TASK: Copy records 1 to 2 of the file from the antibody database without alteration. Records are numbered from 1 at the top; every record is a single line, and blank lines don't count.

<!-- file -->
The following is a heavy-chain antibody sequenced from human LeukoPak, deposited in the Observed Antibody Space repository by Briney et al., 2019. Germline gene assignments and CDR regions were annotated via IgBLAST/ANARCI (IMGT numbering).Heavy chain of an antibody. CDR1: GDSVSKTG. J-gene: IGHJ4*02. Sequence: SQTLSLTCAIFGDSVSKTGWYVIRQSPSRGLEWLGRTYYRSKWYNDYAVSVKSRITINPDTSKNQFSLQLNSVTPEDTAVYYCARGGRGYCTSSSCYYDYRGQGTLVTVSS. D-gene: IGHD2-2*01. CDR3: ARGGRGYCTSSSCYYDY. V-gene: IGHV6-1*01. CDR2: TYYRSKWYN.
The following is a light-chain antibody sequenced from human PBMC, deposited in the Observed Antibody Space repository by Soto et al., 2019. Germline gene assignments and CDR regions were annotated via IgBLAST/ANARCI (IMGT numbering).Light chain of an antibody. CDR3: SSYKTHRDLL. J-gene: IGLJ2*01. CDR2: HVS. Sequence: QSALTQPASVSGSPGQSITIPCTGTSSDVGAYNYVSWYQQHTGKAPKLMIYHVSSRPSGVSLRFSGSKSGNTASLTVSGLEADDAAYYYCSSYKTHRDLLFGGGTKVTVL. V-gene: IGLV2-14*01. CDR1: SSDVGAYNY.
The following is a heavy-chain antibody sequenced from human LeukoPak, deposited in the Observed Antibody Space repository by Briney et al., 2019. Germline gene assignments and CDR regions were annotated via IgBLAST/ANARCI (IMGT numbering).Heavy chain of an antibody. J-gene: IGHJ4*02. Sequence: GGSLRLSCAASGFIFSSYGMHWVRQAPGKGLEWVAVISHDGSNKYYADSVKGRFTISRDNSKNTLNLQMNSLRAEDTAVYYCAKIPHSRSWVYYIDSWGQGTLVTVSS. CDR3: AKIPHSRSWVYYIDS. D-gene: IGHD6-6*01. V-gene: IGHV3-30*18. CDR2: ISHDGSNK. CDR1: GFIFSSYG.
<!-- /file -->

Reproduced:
The following is a heavy-chain antibody sequenced from human LeukoPak, deposited in the Observed Antibody Space repository by Briney et al., 2019. Germline gene assignments and CDR regions were annotated via IgBLAST/ANARCI (IMGT numbering).Heavy chain of an antibody. CDR1: GDSVSKTG. J-gene: IGHJ4*02. Sequence: SQTLSLTCAIFGDSVSKTGWYVIRQSPSRGLEWLGRTYYRSKWYNDYAVSVKSRITINPDTSKNQFSLQLNSVTPEDTAVYYCARGGRGYCTSSSCYYDYRGQGTLVTVSS. D-gene: IGHD2-2*01. CDR3: ARGGRGYCTSSSCYYDY. V-gene: IGHV6-1*01. CDR2: TYYRSKWYN.
The following is a light-chain antibody sequenced from human PBMC, deposited in the Observed Antibody Space repository by Soto et al., 2019. Germline gene assignments and CDR regions were annotated via IgBLAST/ANARCI (IMGT numbering).Light chain of an antibody. CDR3: SSYKTHRDLL. J-gene: IGLJ2*01. CDR2: HVS. Sequence: QSALTQPASVSGSPGQSITIPCTGTSSDVGAYNYVSWYQQHTGKAPKLMIYHVSSRPSGVSLRFSGSKSGNTASLTVSGLEADDAAYYYCSSYKTHRDLLFGGGTKVTVL. V-gene: IGLV2-14*01. CDR1: SSDVGAYNY.